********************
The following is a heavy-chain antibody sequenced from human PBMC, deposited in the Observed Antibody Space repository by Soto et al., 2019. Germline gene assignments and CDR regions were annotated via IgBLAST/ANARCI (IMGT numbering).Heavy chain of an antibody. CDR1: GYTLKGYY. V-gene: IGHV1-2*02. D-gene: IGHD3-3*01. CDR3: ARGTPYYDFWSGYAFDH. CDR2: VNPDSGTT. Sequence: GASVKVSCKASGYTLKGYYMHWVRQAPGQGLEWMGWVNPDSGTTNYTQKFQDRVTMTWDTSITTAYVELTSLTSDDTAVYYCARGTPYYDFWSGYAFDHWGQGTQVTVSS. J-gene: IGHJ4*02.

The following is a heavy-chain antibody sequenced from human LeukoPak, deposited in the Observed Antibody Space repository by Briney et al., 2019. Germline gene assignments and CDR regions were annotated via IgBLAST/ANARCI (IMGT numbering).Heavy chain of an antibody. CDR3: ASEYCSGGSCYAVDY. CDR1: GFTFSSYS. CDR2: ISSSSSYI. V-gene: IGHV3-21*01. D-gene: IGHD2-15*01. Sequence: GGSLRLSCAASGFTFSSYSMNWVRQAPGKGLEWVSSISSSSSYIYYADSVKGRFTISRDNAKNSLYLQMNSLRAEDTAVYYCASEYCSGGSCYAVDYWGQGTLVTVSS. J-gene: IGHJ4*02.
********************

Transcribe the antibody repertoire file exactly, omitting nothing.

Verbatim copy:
The following is a heavy-chain antibody sequenced from human PBMC, deposited in the Observed Antibody Space repository by Soto et al., 2019. Germline gene assignments and CDR regions were annotated via IgBLAST/ANARCI (IMGT numbering).Heavy chain of an antibody. CDR1: GYTLKGYY. V-gene: IGHV1-2*02. D-gene: IGHD3-3*01. CDR3: ARGTPYYDFWSGYAFDH. CDR2: VNPDSGTT. Sequence: GASVKVSCKASGYTLKGYYMHWVRQAPGQGLEWMGWVNPDSGTTNYTQKFQDRVTMTWDTSITTAYVELTSLTSDDTAVYYCARGTPYYDFWSGYAFDHWGQGTQVTVSS. J-gene: IGHJ4*02.

The following is a heavy-chain antibody sequenced from human LeukoPak, deposited in the Observed Antibody Space repository by Briney et al., 2019. Germline gene assignments and CDR regions were annotated via IgBLAST/ANARCI (IMGT numbering).Heavy chain of an antibody. CDR3: ASEYCSGGSCYAVDY. CDR1: GFTFSSYS. CDR2: ISSSSSYI. V-gene: IGHV3-21*01. D-gene: IGHD2-15*01. Sequence: GGSLRLSCAASGFTFSSYSMNWVRQAPGKGLEWVSSISSSSSYIYYADSVKGRFTISRDNAKNSLYLQMNSLRAEDTAVYYCASEYCSGGSCYAVDYWGQGTLVTVSS. J-gene: IGHJ4*02.